Angry Birds 2 Hits 10 Million Downloads, Provokes Angry Players
Rovio Entertainment Ltd. said its new game “Angry Birds 2” hit 10 million downloads just days after its release, much faster than the company expected. But not all players are happy with the franchise’s embrace of in-app purchases.
The “sequel”—actually, more than a dozen games featuring the birds and their egg-thieving pig foes have been released—sits atop the chart for free downloads on Apple ’s App Store in the U.S. The game is No. 2 on the Google Play chart for free Android apps in the U.S., behind Facebook ’s Messenger.
“Our goal was about 10 million for the first month,” says Eric Seufert, vice president of user acquisition and network engagement.
But one new facet of the game is ruffling feathers. Players who exhaust a limited number of “lives” must either wait 30 minutes or complete an in-app transaction for more. They can spend money on digital currency or spend time watching an advertisement.
The first three Angry Birds reviews on Apple’s App Store trash the deal. “Disappointing,” one says. Another reminds would-be downloaders of a time when you could spend 99 cents on Angry Birds and play tough levels over and over “with no worries.” Reviews in the Google Play store echoed the same theme.
Most Angry Birds fans grew up on 99-cent downloads and unlimited chances to defeat the greedy pig foes. But Rovio left that approach behind more than a year ago, Mr. Seufert says. There are lots of places where smartphone penetration is high and 99 cents is unaffordable, he says. If people don’t pay, they can still enjoy a triple-A, fully formed game, he says.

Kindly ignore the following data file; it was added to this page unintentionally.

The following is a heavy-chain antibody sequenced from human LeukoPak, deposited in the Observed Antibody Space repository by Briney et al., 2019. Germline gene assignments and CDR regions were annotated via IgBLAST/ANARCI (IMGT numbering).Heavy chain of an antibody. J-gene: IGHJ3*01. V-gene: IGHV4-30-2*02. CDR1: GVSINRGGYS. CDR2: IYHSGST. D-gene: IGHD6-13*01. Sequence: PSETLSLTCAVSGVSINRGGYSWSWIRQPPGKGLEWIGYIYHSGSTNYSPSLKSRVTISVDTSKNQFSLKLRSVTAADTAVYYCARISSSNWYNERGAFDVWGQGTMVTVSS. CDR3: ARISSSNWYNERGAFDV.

Three of the top five of Apple’s “top grossing” apps are games with such in-app purchases: Supercell Oy’s “Clash of Clans,” Machine Zone Inc.’s “Game of War: Fire Age” and King Digital Entertainment ’s “Candy Crush Saga.” They are the holy trinity of mobile-game spending and they have sat atop that chart for a long, long time.
This is the new reality for mobile gaming. As the WSJ’s Sarah Needleman wrote in May, mobile game makers are trying to entice spenders with games that are free to play. Once inside, gamers can spend on extra lives, upgrades and other perks. Only a small group does so. An even smaller slice of gamers—affectionately called “whales” after the casino term for big-spending gamblers—drops $50 to $100 a month.
Currently, Angry Birds is No. 45 and climbing on Apple’s top-grossing chart. That’s extraordinary, Mr. Seufert says, since it usually takes players days before deciding to invest in an in-app purchase. Plus, he says, the ranking doesn’t include money earned from advertising, which is one of the ways Angry Birds players can earn free lives. If it did, Angry Birds 2 would be higher, he says.
“The market has evolved,” says Mr. Seufert, who has written a book about “freemium” economics in software. “Free-to-play dominates mobile gaming and it dominates mobile.” There’s likely not a future in the mobile ecosystem for paid games at the scale of Angry Birds, he says.